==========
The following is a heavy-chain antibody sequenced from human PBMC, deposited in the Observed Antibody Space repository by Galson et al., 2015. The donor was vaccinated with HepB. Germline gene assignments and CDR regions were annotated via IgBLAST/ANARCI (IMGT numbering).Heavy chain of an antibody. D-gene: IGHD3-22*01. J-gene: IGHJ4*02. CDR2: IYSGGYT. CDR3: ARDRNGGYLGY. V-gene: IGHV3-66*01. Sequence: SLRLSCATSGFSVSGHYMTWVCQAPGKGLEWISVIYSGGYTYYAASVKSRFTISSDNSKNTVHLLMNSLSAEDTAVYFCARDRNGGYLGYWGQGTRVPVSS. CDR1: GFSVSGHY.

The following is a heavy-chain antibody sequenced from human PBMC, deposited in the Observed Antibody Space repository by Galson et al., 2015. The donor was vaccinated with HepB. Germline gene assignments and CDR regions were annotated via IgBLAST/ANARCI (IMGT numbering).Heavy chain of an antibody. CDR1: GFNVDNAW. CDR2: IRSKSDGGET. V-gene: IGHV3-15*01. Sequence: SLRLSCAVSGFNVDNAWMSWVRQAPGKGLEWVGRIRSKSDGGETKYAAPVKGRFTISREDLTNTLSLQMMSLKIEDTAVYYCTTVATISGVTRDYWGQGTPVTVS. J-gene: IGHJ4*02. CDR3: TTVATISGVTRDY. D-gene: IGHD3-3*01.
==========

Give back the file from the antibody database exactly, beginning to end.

The following is a heavy-chain antibody sequenced from human PBMC, deposited in the Observed Antibody Space repository by Galson et al., 2015. The donor was vaccinated with HepB. Germline gene assignments and CDR regions were annotated via IgBLAST/ANARCI (IMGT numbering).Heavy chain of an antibody. D-gene: IGHD3-22*01. J-gene: IGHJ4*02. CDR2: IYSGGYT. CDR3: ARDRNGGYLGY. V-gene: IGHV3-66*01. Sequence: SLRLSCATSGFSVSGHYMTWVCQAPGKGLEWISVIYSGGYTYYAASVKSRFTISSDNSKNTVHLLMNSLSAEDTAVYFCARDRNGGYLGYWGQGTRVPVSS. CDR1: GFSVSGHY.

The following is a heavy-chain antibody sequenced from human PBMC, deposited in the Observed Antibody Space repository by Galson et al., 2015. The donor was vaccinated with HepB. Germline gene assignments and CDR regions were annotated via IgBLAST/ANARCI (IMGT numbering).Heavy chain of an antibody. CDR1: GFNVDNAW. CDR2: IRSKSDGGET. V-gene: IGHV3-15*01. Sequence: SLRLSCAVSGFNVDNAWMSWVRQAPGKGLEWVGRIRSKSDGGETKYAAPVKGRFTISREDLTNTLSLQMMSLKIEDTAVYYCTTVATISGVTRDYWGQGTPVTVS. J-gene: IGHJ4*02. CDR3: TTVATISGVTRDY. D-gene: IGHD3-3*01.